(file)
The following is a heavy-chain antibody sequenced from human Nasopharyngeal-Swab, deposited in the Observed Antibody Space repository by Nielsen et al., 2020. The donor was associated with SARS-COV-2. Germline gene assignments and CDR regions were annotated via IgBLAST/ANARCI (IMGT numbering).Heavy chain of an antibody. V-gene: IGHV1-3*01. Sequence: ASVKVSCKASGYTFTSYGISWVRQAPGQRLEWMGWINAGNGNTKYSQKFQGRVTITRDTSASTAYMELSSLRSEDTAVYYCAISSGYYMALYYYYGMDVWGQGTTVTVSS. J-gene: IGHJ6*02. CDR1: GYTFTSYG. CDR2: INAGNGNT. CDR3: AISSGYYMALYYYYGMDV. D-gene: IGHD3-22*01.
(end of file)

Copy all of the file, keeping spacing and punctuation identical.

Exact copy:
The following is a heavy-chain antibody sequenced from human Nasopharyngeal-Swab, deposited in the Observed Antibody Space repository by Nielsen et al., 2020. The donor was associated with SARS-COV-2. Germline gene assignments and CDR regions were annotated via IgBLAST/ANARCI (IMGT numbering).Heavy chain of an antibody. V-gene: IGHV1-3*01. Sequence: ASVKVSCKASGYTFTSYGISWVRQAPGQRLEWMGWINAGNGNTKYSQKFQGRVTITRDTSASTAYMELSSLRSEDTAVYYCAISSGYYMALYYYYGMDVWGQGTTVTVSS. J-gene: IGHJ6*02. CDR1: GYTFTSYG. CDR2: INAGNGNT. CDR3: AISSGYYMALYYYYGMDV. D-gene: IGHD3-22*01.